It takes a little while, on Monday night, to settle back down from an adrenaline and caffeine-filled day. So Tuesday mornings can be tough, though the fun of hearing about everyone’s adventures from the previous day usually keeps me pretty energized. After dropping my 4 year old off at his preschool, I’ll sometimes drop in to a yoga class to further re-invigorate myself.
The work at days at home present certain challenges: most notably, the endless household tasks I’m tempted to just “get out of the way” before actually sitting down to work. It only takes a minute, I tell myself, to throw some clothes in the washing machine or to empty the dishwasher, and won’t it be lovely to get that done while the kids are out at school? And then my mind will be clear to focus on work. Or, perhaps after a quick run to the grocery store, and a much-needed reorganization of the garage. It would be easy to let half a day escape without even making it to my laptop. It’s happened.
There is also the problem of the three-pound jar of gourmet jelly beans I bought at Costco. But that’s a separate issue.
Quite uncharacteristically, I’m trying to adopt a philosophy of moderation on this stuff. I’ve decided that it really is okay to do a few non-business, non-writing things in a day, especially if they allow me the mental space to muse/stew/brainstorm a bit while doing them. (This has long been my justification for mid-morning runs and yoga classes.) The freedom to do this stuff, to actually have and live a life, is the greatest thing about my whole, entrepreneurial setup. I’ve decided to relish it, rather than beat myself up about it.
The truth is that, thanks to years of having daily deadlines, I can be wickedly productive and efficient. I’m also just slightly addicted to the thrill of cutting things close. Procrastination makes life interesting. And I’ve finally started to forgive myself for indulging my domestic inclinations.
I’d also like to think I’ve matured a bit since my newsroom days. And, anyway, I no longer have the luxury of complete freedom in choosing my working/writing hours. Dinner with my kids is a priority, as are homework time and reading time and all the other rituals that make life with them rewarding and [often] lovely. So, I have realized that, unless I want to work all night (something that has, alas, gotten a bit tougher to do as I enter my 40s), I do need to set some rules for working from home so that work gets done during “business hours.”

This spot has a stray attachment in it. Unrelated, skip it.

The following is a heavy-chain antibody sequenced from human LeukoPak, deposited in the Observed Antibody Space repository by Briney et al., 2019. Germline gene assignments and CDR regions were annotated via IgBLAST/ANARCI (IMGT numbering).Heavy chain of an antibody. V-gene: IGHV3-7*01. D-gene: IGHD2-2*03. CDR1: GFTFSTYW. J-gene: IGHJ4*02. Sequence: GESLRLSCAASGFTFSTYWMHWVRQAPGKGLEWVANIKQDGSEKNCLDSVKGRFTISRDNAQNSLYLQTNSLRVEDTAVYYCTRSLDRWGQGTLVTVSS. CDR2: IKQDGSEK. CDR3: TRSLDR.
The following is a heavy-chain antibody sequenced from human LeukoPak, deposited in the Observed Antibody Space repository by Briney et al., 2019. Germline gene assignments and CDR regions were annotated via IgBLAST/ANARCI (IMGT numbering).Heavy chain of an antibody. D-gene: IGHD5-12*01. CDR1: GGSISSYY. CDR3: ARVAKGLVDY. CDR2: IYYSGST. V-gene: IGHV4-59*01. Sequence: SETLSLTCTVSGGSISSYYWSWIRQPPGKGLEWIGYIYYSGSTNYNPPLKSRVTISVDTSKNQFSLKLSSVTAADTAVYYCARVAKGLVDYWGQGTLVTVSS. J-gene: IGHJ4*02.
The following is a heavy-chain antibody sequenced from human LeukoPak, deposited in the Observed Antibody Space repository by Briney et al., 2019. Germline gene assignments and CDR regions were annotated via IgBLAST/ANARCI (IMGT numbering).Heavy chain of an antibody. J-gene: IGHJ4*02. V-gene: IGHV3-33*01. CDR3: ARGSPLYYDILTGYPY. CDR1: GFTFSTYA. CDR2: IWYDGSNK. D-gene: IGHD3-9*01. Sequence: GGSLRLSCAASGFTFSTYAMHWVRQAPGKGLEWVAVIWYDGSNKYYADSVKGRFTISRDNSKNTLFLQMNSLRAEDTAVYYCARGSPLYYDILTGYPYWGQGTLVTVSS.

First, I make my own coffee. I bit the bullet and bought one of those fancy espresso/cappuccino machines. And it’s been totally worth it. A run to the closest Starbucks could kill a significant portion of my morning (farewell, city life), not to mention offering up way too much errand-running temptation.
As it happens, I’ve discovered that making my own latte is both easy and gratifying.
Maybe it’s just that I’ve never fully emerged from the navel-gazing exercise that was my college minor in Women’s Studies, but I have a certain tendency to over-think things. Like the communal coffee maker at my Chicago office. When I find it empty, should I brew another pot? Or is that just too utterly mom-ish and nurturing of me? Will people lose respect for me if I make the coffee? Sometimes, I head to the lobby coffee shop just to avoid the dilemma.
At home, there’s no debate, no second-guessing myself. Want coffee? Make coffee.
Second, I wear a bra. Well, and clothes, too. And even something on my feet. Because even though, on most days, I could sit at my desk barefoot and in pajamas or workout gear (Skype interactions are still blissfully rare), I just wouldn’t feel like I was actually “on the clock.”
Third, I track my time. I keep track of billable hours for clients anyway and, extending this to tracking all my time, I’ve found that the simple discipline of recording how much time I spend on each task forces me to do the things that must be done and keeps me from wasting endless hours on the Internet or on side projects that will never go anywhere. I am my own boss, after all, so I need to hold myself accountable and, occasionally, give myself a performance review.
Fourth, and finally, I am grateful. I recognize how incredibly fortunate I am to be able to live this life. At 40, I am coming to an understanding of what balance really looks like for me. I am recognizing the truth in what so many wiser women have always told me – that you might be able to have it all, but not all at once. Having some clearly demarcated “work” time, some equally sacred “home” time and some much squishier work/home time feels right to me just now, especially because I’ve also gotten to carve out some “me” time in there as well.